The 0.3-mile walk along the open ridge was dazzling, as the yellow blazes led back and forth between the east and west sides of the crest. Some of the best views from Chocorua are peering over these edges into the valleys two thousand feet below.

There's a particular sense of loftiness looking into the darkly-wooded depths of the Chocorua River valley on the east side, with the streaked face of Carter Ledge rising beyond. I could hear the sound of falling water down there, coming from a southern branch of the stream. I have a fascinating 1941-vintage Chocorua Mountain Club map that shows cascades in that ravine. One of these days I intend to check it out.

The view on the west side, where the trail climbed over a rocky knob before the final summit push, was equally captivating. I gazed down into the remote valley that holds the Bee Line Trail, one of the quiet routes up Chocorua. The long, lumpy mass of Mt. Paugus sprawled behind this basin, and above Paugus were the dark outlines of the higher Sandwich Range peaks — Passaconaway, Whiteface, Tripyramid and Sandwich Dome — twisting into the distance. This is one of my favorite vistas in all the White Mountains.

Another fan of this view was Walter H. James, whose hiking journals and photos from a hundred years ago were recently published in the two "Our Mountain Trips" collections (Bondcliff Books). These books were compiled and edited by Walter's grandchildren, Ben English, Jr. of Jackson and Jane English of Calais, Vermont. Walter and his wife Ida Rachel were avid trampers, and Chocorua was one of their favorite stomping grounds.

Wrote Walter of this vista towards Paugus, "For me this mountain and valley possess a strange fascination, so wild and forbidding, and yet so beautiful, with a beauty all their own."

After absorbing this scene from the brink of the rocky knob, I followed the Piper Trail on its tightrope route along the west flank of the summit cone, and then up the final gully scramble to the top.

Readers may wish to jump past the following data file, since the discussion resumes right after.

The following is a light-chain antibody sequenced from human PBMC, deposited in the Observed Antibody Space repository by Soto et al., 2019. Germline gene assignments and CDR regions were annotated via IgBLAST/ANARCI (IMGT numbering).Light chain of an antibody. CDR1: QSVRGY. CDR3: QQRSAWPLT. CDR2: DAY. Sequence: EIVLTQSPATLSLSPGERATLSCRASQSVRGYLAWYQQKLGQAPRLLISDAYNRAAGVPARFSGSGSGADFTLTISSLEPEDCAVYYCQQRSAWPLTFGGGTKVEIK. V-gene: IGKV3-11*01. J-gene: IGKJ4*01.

As noted above, there were only six other hikers up there at four o'clock on a gorgeous sunny afternoon. After a brief visit to the occupied high point, I clambered a couple hundred feet down to the southwest, where a soft summery breeze was washing over the ledges.

It was still early enough for a relaxing mountaintop viewing session. Chocorua's vistas present a wonderful contrast between the shimmering lakes to the south and the tumultuous jumbles of mountains to the west and north.

Later, I explored farther down the pink granite slabs, until I stood on the verge of a great dropoff to the mountain's southeast ridge — the route of the Hammond Trail and the upper Liberty Trail. With binoculars I could pick out the roofline of Jim Liberty Cabin poking above the scrub.

Before heading home, I paid a second visit to the highest summit ledge, which 19th century naturalist and Chocorua enthusiast Frank Bolles described as, "about the shape and size of a large, wide dining table." On this shelf there is a weathered bronze benchmark placed in 1943 by the U.S. Geological Survey. Around the disk you can make out the triangle etched in the rock by the U.S. Coastal Survey in 1876. Iron bolts embedded a few yards away in the granite served as reference marks for this triangulation point.

The few other hikers had all left by the time I came back to the summit rocks. For twenty minutes I was alone atop Chocorua in the evening sun, a rather stirring experience. After looking around the horizon, and staring down at Cow Rock, where Chief Chocorua was said to have defiantly leapt to his doom, I turned my boots downward for the two-hour trek back to my car.

The hike to Mt. Chocorua via the Champney Falls Trail and the upper Piper Trail is 7.6 miles round trip, with a 2,250-foot elevation gain; allow five to six hours for the journey, more if you want to linger at the top. Doing the loop past Champney and Pitcher Falls is only 0.1 mile longer. The upper, exposed part of the hike should be avoided in foul weather or if thunderstorms threaten.

Martin Lord & Osman
Varney Smith